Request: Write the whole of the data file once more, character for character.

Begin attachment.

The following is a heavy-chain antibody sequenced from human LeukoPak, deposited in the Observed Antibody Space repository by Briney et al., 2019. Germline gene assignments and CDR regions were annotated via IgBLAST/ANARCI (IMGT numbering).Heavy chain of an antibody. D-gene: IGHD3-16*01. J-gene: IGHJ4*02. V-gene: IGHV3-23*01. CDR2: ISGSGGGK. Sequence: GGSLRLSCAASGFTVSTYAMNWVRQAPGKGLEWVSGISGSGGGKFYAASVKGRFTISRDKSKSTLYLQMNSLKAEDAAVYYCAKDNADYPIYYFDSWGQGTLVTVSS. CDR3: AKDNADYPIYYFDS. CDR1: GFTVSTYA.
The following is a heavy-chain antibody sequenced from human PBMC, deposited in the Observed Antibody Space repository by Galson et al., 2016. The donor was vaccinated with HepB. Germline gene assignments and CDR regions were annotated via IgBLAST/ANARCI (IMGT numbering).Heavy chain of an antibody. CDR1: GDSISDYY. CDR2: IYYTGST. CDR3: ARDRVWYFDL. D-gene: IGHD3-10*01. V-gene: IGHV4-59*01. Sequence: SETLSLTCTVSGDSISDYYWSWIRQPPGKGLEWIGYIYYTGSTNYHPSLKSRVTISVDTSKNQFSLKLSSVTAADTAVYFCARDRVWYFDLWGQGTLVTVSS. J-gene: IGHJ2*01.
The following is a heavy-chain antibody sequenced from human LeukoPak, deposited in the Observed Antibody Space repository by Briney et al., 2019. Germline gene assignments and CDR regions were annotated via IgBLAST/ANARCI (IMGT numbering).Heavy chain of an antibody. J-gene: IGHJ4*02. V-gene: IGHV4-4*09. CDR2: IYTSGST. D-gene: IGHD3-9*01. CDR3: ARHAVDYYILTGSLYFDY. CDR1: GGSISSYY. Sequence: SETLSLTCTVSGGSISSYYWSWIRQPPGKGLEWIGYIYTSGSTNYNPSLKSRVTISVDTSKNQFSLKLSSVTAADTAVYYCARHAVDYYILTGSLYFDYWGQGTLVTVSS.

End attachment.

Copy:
The following is a heavy-chain antibody sequenced from human LeukoPak, deposited in the Observed Antibody Space repository by Briney et al., 2019. Germline gene assignments and CDR regions were annotated via IgBLAST/ANARCI (IMGT numbering).Heavy chain of an antibody. D-gene: IGHD3-16*01. J-gene: IGHJ4*02. V-gene: IGHV3-23*01. CDR2: ISGSGGGK. Sequence: GGSLRLSCAASGFTVSTYAMNWVRQAPGKGLEWVSGISGSGGGKFYAASVKGRFTISRDKSKSTLYLQMNSLKAEDAAVYYCAKDNADYPIYYFDSWGQGTLVTVSS. CDR3: AKDNADYPIYYFDS. CDR1: GFTVSTYA.
The following is a heavy-chain antibody sequenced from human PBMC, deposited in the Observed Antibody Space repository by Galson et al., 2016. The donor was vaccinated with HepB. Germline gene assignments and CDR regions were annotated via IgBLAST/ANARCI (IMGT numbering).Heavy chain of an antibody. CDR1: GDSISDYY. CDR2: IYYTGST. CDR3: ARDRVWYFDL. D-gene: IGHD3-10*01. V-gene: IGHV4-59*01. Sequence: SETLSLTCTVSGDSISDYYWSWIRQPPGKGLEWIGYIYYTGSTNYHPSLKSRVTISVDTSKNQFSLKLSSVTAADTAVYFCARDRVWYFDLWGQGTLVTVSS. J-gene: IGHJ2*01.
The following is a heavy-chain antibody sequenced from human LeukoPak, deposited in the Observed Antibody Space repository by Briney et al., 2019. Germline gene assignments and CDR regions were annotated via IgBLAST/ANARCI (IMGT numbering).Heavy chain of an antibody. J-gene: IGHJ4*02. V-gene: IGHV4-4*09. CDR2: IYTSGST. D-gene: IGHD3-9*01. CDR3: ARHAVDYYILTGSLYFDY. CDR1: GGSISSYY. Sequence: SETLSLTCTVSGGSISSYYWSWIRQPPGKGLEWIGYIYTSGSTNYNPSLKSRVTISVDTSKNQFSLKLSSVTAADTAVYYCARHAVDYYILTGSLYFDYWGQGTLVTVSS.